The New Student's Reference Work/Eliot, George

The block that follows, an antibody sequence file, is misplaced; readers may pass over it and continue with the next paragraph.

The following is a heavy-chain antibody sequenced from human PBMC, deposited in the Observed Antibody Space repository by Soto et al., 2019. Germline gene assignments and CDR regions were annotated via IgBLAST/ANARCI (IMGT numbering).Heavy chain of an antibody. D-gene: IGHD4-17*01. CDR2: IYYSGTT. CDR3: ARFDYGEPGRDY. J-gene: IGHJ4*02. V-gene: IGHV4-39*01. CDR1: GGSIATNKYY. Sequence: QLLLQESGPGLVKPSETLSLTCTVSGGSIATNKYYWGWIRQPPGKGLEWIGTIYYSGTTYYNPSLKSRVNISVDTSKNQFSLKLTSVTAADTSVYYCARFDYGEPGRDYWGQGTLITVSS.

Eliot, George, the name by which the great English novelist, Marian Evans, is known. She was born in Warwickshire, Nov. 22, 1819. Her father was a man of strong character, and after her mother's death in 1836 Marian took charge of the house. She was well-educated, and was a wide reader. When she was just of age, her father removed to Faleshill Road on the outskirts of Coventry. Here she became acquainted with Charles Bray, the author of several works in philosophy, and formed a close friendship with his wife and her sister and brother, Sarah and Charles Hennell. Through their influence she began to give up her early belief in Christianity. In 1846 she published a translation of the German writer Strauss' Life of Jesus, and she later translated other philosophical works. In 1850 she began to write for the Edinburgh Review, and next year became its assistant-editor. Her first stories, Scenes from Clerical Life, appeared in Blackwoods' Magazine in 1857, and at once gave her a wide reputation. Two years later she published Adam Bede, which fixed her place among the greatest English novelists. This was followed by The Mill on the Floss, Silas Marner, Romola, Felix Holt, Middlemarch and Daniel Deronda. Of her poetry, The Spanish Gypsy and The Legend of Jubal are well-known, though they do not rank with her prose-works. As a novelist George Eliot is specially noted for power in describing the growth of character. Her subjects are all representatives of distinct traits of character. Her first husband, the author G. H. Lewes (q.v.), died in 1878. She married John Cross in 1880, but died December 22nd of the same year. See Life of George Eliot by J. W. Cross and R. H. Hutton's Modern Guides of English Thought.